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Twin-Bred by [Wyle, Karen A.]
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Twin-Bred Kindle Edition

4.1 out of 5 stars 67 customer reviews
Book 1 of 2 in Twin-Bred (2 Book Series)
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Length: 359 pages Word Wise: Enabled Enhanced Typesetting: Enabled
Page Flip: Enabled

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Editorial Reviews


"Now and then I read a really good book, and this is one of the best....I would love a sequel to this beautifully written, captivating novel." - Ellen Ghyll, author
"Twin-Bred is one of the best science fiction novels I've read in decades. It is literary fiction as well as of the most original stories I've ever read....beautifully written and riveting." - New Book Review
"An original and beautifully written SciFi story....All in all a beautiful, thought provoking tale. I will keep an eye out for Wyle's next book." - Carien Ubink, book blogger (Pearls Cast Before a McPig)
The story is tense and fascinating, as we are taken through the intricacies of plot and counter-plot . . . . A bold idea, which may capture the imagination of many people, but in particular womb twin survivors will enjoy the moments of insight when the world realises what twins have to offer." - Althea Hayton, blogger (Womb Twin Survivors)
"[A] classic science fiction tale spun in a well thought-out and interesting manner....I've been a fan of SciFi for most of my 70 years and find the premise out of the ordinary and quite fascinating. I recommend this to all ages." - Dale Day, author

From the Author

     The origin of Twin-Bred was an article I read about interactions between twins in utero -- synchronized movement, touching, even kissing. Either this article or a comment on the article mentioned the longterm effect of losing a twin in utero. As an avid science fiction reader, I tend to see the sci-fi potential in any event or discovery. I imagined a scientist seeking to overcome the comprehension gap between two intelligent species by way of the bond between twins. It would be natural for the scientist who conceived this idea to be a twin; it would be intriguing if she were a twin survivor, and if she had somehow kept her lost twin alive as a companion, who could be a character in the story.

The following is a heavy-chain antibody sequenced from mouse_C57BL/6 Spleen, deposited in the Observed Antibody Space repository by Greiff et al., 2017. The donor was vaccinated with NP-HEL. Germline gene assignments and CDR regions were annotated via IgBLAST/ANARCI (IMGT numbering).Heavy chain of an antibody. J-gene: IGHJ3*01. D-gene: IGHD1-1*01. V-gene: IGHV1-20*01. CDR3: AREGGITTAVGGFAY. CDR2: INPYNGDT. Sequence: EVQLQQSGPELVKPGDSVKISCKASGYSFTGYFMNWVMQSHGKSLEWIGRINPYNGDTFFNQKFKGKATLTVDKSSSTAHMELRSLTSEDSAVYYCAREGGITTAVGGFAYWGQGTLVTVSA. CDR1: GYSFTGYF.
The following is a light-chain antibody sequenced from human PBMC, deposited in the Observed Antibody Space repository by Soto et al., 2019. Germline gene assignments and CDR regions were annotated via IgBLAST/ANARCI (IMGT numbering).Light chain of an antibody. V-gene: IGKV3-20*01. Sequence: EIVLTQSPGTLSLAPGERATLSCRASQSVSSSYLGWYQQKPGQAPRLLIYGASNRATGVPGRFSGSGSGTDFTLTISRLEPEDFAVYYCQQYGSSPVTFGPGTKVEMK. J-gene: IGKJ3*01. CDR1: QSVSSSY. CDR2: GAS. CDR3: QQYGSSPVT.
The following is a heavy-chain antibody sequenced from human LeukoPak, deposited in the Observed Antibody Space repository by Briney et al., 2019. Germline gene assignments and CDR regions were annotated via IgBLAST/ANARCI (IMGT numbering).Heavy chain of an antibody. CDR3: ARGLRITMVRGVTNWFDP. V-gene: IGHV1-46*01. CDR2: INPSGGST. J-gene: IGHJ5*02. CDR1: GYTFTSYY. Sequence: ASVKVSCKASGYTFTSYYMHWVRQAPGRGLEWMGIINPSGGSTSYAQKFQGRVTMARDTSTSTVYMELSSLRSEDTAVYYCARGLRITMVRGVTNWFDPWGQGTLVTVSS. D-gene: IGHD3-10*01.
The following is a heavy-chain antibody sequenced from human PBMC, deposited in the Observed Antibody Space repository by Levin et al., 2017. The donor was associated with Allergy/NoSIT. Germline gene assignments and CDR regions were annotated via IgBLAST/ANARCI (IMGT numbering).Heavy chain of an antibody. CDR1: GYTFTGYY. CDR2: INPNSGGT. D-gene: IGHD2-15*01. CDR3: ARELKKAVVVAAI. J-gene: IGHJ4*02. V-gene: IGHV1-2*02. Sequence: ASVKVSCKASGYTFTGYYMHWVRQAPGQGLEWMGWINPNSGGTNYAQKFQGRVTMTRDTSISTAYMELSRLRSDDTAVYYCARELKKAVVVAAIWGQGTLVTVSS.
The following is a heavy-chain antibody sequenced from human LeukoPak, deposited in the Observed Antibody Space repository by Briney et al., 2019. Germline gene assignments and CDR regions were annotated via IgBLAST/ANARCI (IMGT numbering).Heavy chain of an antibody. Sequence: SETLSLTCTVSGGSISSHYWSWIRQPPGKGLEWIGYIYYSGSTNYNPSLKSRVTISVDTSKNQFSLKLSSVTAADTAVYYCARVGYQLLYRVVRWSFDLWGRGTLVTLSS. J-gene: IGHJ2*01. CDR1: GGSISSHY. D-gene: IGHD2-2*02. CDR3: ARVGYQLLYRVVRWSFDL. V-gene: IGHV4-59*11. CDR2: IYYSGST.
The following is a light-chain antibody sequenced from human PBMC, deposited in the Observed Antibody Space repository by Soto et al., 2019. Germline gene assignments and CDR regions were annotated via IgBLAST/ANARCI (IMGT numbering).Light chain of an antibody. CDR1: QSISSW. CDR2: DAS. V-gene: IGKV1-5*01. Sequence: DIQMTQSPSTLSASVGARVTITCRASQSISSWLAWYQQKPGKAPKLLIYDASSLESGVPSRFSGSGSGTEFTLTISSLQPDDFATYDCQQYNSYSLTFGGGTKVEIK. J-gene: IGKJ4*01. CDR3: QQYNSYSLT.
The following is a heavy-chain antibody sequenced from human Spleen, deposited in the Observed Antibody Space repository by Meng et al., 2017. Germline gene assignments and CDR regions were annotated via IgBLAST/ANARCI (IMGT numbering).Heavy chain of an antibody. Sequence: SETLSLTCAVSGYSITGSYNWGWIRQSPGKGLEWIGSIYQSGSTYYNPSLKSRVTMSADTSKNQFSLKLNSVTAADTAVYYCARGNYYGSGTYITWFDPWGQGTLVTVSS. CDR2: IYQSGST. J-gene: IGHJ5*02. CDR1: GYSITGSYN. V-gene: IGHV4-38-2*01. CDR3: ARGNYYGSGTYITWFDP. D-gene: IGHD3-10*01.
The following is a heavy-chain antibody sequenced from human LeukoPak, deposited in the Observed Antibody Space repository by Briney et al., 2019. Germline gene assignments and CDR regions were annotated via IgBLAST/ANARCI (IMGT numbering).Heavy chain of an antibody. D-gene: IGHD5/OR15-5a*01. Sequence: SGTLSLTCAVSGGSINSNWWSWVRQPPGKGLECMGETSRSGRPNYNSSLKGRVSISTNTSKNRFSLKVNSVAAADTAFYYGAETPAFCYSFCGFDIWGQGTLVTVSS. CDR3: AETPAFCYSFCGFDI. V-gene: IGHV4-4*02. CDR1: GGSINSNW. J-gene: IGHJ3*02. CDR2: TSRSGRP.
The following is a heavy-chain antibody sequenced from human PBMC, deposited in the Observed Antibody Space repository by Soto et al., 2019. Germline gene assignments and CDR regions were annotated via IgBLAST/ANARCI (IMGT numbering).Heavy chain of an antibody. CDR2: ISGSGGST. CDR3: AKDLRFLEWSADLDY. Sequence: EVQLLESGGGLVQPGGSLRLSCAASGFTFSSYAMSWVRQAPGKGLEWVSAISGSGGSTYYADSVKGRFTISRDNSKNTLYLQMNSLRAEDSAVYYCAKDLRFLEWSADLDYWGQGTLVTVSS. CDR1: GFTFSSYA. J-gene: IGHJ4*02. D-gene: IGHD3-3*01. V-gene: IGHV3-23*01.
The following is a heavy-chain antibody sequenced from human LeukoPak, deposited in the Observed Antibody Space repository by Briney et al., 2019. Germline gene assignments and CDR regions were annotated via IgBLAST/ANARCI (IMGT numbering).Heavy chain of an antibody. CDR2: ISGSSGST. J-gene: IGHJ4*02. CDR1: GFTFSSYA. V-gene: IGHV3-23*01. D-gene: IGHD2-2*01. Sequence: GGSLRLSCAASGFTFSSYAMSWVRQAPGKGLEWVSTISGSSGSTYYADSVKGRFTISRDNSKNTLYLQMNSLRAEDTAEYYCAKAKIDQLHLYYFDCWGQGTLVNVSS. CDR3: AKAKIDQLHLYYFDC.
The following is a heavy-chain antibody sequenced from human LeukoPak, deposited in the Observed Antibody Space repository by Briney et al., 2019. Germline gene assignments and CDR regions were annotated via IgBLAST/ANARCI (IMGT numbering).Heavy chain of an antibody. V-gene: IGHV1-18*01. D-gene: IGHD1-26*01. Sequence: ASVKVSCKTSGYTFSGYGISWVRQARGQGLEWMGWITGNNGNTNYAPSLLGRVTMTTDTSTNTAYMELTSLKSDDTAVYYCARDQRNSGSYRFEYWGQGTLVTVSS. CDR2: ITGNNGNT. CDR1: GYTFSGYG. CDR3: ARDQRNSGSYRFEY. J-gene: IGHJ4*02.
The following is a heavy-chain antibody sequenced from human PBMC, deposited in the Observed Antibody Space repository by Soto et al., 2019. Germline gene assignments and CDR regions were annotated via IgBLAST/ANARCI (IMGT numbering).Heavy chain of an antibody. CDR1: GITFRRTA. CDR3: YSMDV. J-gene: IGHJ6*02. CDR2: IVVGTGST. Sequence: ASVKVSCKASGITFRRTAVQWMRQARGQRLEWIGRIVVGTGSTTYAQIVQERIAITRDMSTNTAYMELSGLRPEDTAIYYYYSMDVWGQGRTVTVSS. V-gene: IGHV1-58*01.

On a deeper level, I have always been fascinated by communication issues and the struggle to understand what is different.

Product Details

  • File Size: 4080 KB
  • Print Length: 359 pages
  • Simultaneous Device Usage: Unlimited
  • Publisher: Oblique Angles Press (October 12, 2011)
  • Publication Date: October 12, 2011
  • Sold by: Amazon Digital Services LLC
  • Language: English
  • ASIN: B005VDVHQ2
  • Text-to-Speech: Enabled
  • X-Ray:
  • Word Wise: Enabled
  • Lending: Enabled
  • Enhanced Typesetting: Enabled
  • Amazon Best Sellers Rank: #33,879 Free in Kindle Store (See Top 100 Free in Kindle Store)
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Customer Reviews

Top Customer Reviews

Format: Kindle Edition Verified Purchase